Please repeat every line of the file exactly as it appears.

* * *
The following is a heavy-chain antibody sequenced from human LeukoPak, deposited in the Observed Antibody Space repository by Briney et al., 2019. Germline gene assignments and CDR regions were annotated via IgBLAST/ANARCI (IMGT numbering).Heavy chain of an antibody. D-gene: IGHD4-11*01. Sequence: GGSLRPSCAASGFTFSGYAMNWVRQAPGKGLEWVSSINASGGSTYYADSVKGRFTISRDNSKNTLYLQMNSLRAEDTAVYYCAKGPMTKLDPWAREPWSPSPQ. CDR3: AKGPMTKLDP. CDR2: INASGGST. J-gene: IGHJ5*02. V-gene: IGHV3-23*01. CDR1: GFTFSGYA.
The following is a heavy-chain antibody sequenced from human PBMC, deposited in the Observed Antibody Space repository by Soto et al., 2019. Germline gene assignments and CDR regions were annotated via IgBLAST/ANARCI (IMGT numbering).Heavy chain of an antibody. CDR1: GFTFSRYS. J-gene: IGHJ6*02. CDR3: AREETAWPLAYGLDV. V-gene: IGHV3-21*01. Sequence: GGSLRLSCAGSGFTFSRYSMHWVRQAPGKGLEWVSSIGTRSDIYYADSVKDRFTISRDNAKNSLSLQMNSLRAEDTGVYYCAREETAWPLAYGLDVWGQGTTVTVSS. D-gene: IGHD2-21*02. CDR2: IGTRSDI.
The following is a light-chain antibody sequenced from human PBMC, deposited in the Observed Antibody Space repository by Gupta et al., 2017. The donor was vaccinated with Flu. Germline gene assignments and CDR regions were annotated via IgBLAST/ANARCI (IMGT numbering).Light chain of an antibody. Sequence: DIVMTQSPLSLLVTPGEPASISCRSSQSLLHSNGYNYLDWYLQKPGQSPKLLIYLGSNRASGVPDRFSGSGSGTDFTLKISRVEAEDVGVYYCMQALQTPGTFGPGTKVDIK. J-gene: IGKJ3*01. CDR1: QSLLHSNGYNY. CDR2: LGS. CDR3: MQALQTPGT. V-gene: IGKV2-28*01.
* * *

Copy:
The following is a heavy-chain antibody sequenced from human LeukoPak, deposited in the Observed Antibody Space repository by Briney et al., 2019. Germline gene assignments and CDR regions were annotated via IgBLAST/ANARCI (IMGT numbering).Heavy chain of an antibody. D-gene: IGHD4-11*01. Sequence: GGSLRPSCAASGFTFSGYAMNWVRQAPGKGLEWVSSINASGGSTYYADSVKGRFTISRDNSKNTLYLQMNSLRAEDTAVYYCAKGPMTKLDPWAREPWSPSPQ. CDR3: AKGPMTKLDP. CDR2: INASGGST. J-gene: IGHJ5*02. V-gene: IGHV3-23*01. CDR1: GFTFSGYA.
The following is a heavy-chain antibody sequenced from human PBMC, deposited in the Observed Antibody Space repository by Soto et al., 2019. Germline gene assignments and CDR regions were annotated via IgBLAST/ANARCI (IMGT numbering).Heavy chain of an antibody. CDR1: GFTFSRYS. J-gene: IGHJ6*02. CDR3: AREETAWPLAYGLDV. V-gene: IGHV3-21*01. Sequence: GGSLRLSCAGSGFTFSRYSMHWVRQAPGKGLEWVSSIGTRSDIYYADSVKDRFTISRDNAKNSLSLQMNSLRAEDTGVYYCAREETAWPLAYGLDVWGQGTTVTVSS. D-gene: IGHD2-21*02. CDR2: IGTRSDI.
The following is a light-chain antibody sequenced from human PBMC, deposited in the Observed Antibody Space repository by Gupta et al., 2017. The donor was vaccinated with Flu. Germline gene assignments and CDR regions were annotated via IgBLAST/ANARCI (IMGT numbering).Light chain of an antibody. Sequence: DIVMTQSPLSLLVTPGEPASISCRSSQSLLHSNGYNYLDWYLQKPGQSPKLLIYLGSNRASGVPDRFSGSGSGTDFTLKISRVEAEDVGVYYCMQALQTPGTFGPGTKVDIK. J-gene: IGKJ3*01. CDR1: QSLLHSNGYNY. CDR2: LGS. CDR3: MQALQTPGT. V-gene: IGKV2-28*01.